Luyster is accused of fatally shooting Joseph Lamar, Zachary Thompson and Janell Knight in the 4000 block of Northwest 417th Street in Woodland in July. He was arrested less than 24 hours later.

    His girlfriend, Andrea Danielle Sibley, was also arrested on a first-degree rendering criminal assistance charge, records show.

    The shootings triggered a manhunt for Luyster, who was arrested while camping near Abernathy Creek Road in Cowlitz County with Sibley and their toddler son, according to records. Luyster, whose crimes carry the potential for the death penalty, remains scheduled for a 9 a.m. Tuesday after delays to his case.

    The county's prosecuting attorney will review the Sheriff's Office Major Crime Team investigation of the reported escape attempt before considering filing new charges.

    http://www.oregonlive.com/clark-coun...ct_attemp.html
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    Woodland Triple Homicide Suspect Won't Get Death Penalty

    Prosecutors say they will not seek the death penalty against a man accused in a Woodland triple homicide and attempted jail escape

    VANCOUVER, Wash. (AP) — Prosecutors say they will not seek the death penalty against a man accused in a Woodland triple homicide and attempted jail escape.

    The Columbian reports (https://goo.gl/pTK8er) Clark County Prosecuting Attorney Tony Golik notified Brent Luyster's defense team Thursday of the decision.

    Golik says his office will seek a life sentence without the possibility of parole.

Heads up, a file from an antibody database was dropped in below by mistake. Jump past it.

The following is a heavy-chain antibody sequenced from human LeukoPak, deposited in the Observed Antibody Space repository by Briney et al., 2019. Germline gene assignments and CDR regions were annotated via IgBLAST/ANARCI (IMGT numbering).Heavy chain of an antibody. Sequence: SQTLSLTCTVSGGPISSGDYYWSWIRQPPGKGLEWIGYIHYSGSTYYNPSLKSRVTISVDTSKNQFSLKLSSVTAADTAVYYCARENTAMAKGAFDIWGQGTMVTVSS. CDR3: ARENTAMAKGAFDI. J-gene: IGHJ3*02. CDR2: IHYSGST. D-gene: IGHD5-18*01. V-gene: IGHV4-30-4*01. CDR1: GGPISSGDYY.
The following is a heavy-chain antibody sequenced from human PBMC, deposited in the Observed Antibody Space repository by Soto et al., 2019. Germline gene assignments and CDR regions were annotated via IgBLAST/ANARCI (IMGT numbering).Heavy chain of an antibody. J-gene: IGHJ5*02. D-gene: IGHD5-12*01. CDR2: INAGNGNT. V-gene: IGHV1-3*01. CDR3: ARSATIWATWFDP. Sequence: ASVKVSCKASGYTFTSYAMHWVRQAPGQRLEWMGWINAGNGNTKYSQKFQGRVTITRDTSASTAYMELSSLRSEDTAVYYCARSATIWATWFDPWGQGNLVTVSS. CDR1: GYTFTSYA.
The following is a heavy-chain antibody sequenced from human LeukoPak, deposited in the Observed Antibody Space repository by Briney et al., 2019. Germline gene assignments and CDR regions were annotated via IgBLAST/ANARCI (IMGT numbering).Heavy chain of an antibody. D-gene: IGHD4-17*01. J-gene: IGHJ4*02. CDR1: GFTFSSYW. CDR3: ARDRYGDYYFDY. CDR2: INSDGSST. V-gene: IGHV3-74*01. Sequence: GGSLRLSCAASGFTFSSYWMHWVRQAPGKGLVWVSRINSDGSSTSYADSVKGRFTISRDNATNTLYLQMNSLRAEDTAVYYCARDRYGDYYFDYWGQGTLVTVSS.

Luyster's lawyer says he plans to plead not guilty Monday to three counts of aggravated murder, attempted murder, unlawful possession of a firearm, possession of a weapon by a jail inmate, malicious mischief and attempted escape.

    Aggravated murder is the only charge in Washington that carries the possibility of the death penalty.

    Luyster is accused of fatally shooting Joseph Mark Lamar, Zachary David Thompson and Janell Renee Knight on July 15. A fourth person was shot and critically injured.

    https://www.usnews.com/news/best-sta...-death-penalty
    "I realize this may sound harsh, but as a father and former lawman, I really don't care if it's by lethal injection, by the electric chair, firing squad, hanging, the guillotine or being fed to the lions."
    - Oklahoma Rep. Mike Christian

    “There are some people who just do not deserve to live,”
    - Rev. Richard Hawke

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    Luyster will face separate trials

    Judge’s ruling severs his cases of aggravated murder, attempted escape from jail

    By Jessica Prokrop
    The Columbian

    Brent Ward Luyster will face separate trials, one for aggravated murder and the other for attempted escape, a judge ruled Tuesday.

    Luyster’s murder trial is set for October. In that case, he faces three counts of aggravated first-degree murder, attempted first-degree murder, and first- and second-degree unlawful possession of a firearm. Prosecutors are not seeking the death penalty.

    A trial date has not yet been set for the remaining charges, which include second-degree attempted escape, first-degree malicious mischief and possession of a weapon by a jail inmate. Luyster will have a review hearing on the matter Aug. 29.

    Earlier in the hearing, Luyster requested a new defense attorney and claimed that communication with his current attorney, Chuck Buckley, had broken down. Buckley disagreed. Judge Robert Lewis denied his request and said substituting counsel would further delay the case, another concern that Luyster had raised.

    http://www.columbian.com/news/2017/j...parate-trials/
    "I realize this may sound harsh, but as a father and former lawman, I really don't care if it's by lethal injection, by the electric chair, firing squad, hanging, the guillotine or being fed to the lions."
    - Oklahoma Rep. Mike Christian

    “There are some people who just do not deserve to live,”